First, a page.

This Saturday, Merry Karnowsky gallery will present three side by side solo shows by Los Angeles based artists Mercedes Helnwein, Kim Kimbro, and Vonn Sumner. Together, their new works are elaborate and psychologically intense, depicting dream like moments. Read more about their respective shows, "Mama Said Amen", "The Queen of Calvary", and "Gravity and Other Lies" after the jump.
Italian artist Marie-Esther (aka Gaia) draws sensitive portraits of women interrupted by overlaying abstract images. Her women have a multi faceted quality which she literally peels back in layers, revealing their emotion underneath. She describes her subjects as “a sort of icon of rationality, the way I see it. Geometric, cold. The rationality we need when people, or even our emotions hurt us.” We take a look at her mixed media "Transparency Series" after the jump.
Los Angeles based artists Karen Hsiao and Dan Quintana each evoke complex life themes in their figurative work. They will combine subject matter with “Perverse Foil”, opening August 2nd at Marcas Contemporary Art in Santa Ana. Hsiao, who is also a professional photographer, will be exhibiting original paintings and drawings in collaboration with Quintana, who has created surrealistic works based on her photos. A live demonstration at the opening will give attendees a look of their collaborative process. Take a look as we go behind the scenes after the jump.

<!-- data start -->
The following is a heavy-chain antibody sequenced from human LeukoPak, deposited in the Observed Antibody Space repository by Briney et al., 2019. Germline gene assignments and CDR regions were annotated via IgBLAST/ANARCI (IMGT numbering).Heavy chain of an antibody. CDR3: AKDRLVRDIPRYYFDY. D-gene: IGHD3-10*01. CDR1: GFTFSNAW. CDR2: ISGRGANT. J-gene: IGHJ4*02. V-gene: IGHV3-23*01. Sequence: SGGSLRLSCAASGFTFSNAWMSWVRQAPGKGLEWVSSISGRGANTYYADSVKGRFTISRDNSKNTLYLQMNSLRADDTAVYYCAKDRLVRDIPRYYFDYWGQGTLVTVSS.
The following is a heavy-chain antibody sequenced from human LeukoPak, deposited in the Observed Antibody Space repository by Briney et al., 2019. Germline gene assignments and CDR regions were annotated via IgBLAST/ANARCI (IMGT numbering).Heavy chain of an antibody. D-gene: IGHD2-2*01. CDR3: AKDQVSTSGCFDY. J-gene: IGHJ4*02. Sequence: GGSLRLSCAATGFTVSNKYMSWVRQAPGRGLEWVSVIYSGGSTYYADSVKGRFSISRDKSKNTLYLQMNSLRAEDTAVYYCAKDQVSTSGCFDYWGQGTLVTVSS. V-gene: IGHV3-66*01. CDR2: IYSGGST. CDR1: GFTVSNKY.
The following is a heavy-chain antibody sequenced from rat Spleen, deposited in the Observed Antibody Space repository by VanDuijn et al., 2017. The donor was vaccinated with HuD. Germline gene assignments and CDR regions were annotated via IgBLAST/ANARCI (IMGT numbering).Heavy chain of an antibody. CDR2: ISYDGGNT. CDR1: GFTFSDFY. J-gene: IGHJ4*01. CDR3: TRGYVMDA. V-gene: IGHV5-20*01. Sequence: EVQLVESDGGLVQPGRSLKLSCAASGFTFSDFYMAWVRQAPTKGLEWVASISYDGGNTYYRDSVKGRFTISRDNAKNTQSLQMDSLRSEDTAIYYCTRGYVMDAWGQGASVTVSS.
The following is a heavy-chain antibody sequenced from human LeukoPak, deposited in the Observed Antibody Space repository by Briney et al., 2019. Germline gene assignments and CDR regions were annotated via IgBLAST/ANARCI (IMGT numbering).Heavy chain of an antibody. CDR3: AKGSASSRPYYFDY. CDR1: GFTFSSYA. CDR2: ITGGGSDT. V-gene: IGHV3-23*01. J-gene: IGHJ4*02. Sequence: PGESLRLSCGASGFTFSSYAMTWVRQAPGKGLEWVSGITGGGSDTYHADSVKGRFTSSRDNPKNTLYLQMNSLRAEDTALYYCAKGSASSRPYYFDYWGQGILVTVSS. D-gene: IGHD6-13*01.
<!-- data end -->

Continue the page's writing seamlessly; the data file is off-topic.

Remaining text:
So close, yet so far. It’s an idiom that seems to fit these curious, misty paintings by New York based artist Kristy Gordon. Her indirect self portraits and otherwise mundane scenes have a mysterious ambiance and depth. Gordon’s technique creates this illusion by depicting closer objects as paler, less detailed, in lower contrast than those away from us. At the same time, there is directness in the way she returns the observer’s gaze. Her treatment of atmosphere here sets the tone for the relationship between object and viewer. See more of her work after the jump.
Austrian illustrator Alice Wellinger paints ironic and surreal images inspired by her childhood and everyday life experiences as a woman. Wellinger's paintings are a like patchwork of womanhood, often weaving female bodies with florals and other abstract, organic shapes. Her editorial illustration employs elements of cool surrealism with unapologetic messaging; from a fragile, porcelain-like vagina to more whimsical, like her pregnant Superwoman on a mission. Her imagination runs wild in her personal work. Wellinger’s artist statement on her website is simple: “I always try to tell a little story in my pictures - I like when people have something to think about." See more after the jump!

Subscribe to the Hi-Fructose Mailing List